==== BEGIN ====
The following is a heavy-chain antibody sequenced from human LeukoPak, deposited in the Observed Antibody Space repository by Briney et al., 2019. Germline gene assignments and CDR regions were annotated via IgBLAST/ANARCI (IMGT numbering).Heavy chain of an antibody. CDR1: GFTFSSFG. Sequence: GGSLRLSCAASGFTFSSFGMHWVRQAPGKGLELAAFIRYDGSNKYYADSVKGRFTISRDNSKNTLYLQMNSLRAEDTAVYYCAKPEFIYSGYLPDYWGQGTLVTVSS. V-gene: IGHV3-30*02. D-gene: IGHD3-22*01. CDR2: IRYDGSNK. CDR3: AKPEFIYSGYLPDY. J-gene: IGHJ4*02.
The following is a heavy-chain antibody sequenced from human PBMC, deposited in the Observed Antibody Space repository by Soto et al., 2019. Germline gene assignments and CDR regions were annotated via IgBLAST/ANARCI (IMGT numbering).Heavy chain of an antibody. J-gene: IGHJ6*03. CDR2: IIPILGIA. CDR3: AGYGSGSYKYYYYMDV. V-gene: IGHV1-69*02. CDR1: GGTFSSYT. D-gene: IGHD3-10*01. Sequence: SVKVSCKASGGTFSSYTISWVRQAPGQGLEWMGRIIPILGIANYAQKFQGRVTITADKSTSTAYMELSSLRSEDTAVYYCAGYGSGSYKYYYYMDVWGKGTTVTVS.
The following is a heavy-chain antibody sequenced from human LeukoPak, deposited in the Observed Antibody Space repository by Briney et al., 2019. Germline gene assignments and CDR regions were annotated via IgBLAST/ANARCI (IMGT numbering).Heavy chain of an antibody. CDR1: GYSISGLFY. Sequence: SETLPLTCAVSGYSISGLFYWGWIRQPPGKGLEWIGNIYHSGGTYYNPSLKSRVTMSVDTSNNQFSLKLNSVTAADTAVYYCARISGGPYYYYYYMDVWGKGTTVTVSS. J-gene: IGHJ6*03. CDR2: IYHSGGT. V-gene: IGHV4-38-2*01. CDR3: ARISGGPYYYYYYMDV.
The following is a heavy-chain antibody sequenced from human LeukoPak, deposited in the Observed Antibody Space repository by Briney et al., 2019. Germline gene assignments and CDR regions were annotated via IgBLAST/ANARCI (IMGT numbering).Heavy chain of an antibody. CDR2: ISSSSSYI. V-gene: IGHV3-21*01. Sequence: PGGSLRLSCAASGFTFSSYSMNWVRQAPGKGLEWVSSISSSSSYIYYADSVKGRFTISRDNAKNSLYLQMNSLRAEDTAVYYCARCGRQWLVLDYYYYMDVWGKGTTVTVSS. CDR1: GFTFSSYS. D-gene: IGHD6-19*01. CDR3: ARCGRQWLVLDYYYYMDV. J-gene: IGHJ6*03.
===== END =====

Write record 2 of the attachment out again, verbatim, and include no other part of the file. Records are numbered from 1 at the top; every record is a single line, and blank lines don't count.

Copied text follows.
The following is a heavy-chain antibody sequenced from human PBMC, deposited in the Observed Antibody Space repository by Soto et al., 2019. Germline gene assignments and CDR regions were annotated via IgBLAST/ANARCI (IMGT numbering).Heavy chain of an antibody. J-gene: IGHJ6*03. CDR2: IIPILGIA. CDR3: AGYGSGSYKYYYYMDV. V-gene: IGHV1-69*02. CDR1: GGTFSSYT. D-gene: IGHD3-10*01. Sequence: SVKVSCKASGGTFSSYTISWVRQAPGQGLEWMGRIIPILGIANYAQKFQGRVTITADKSTSTAYMELSSLRSEDTAVYYCAGYGSGSYKYYYYMDVWGKGTTVTVS.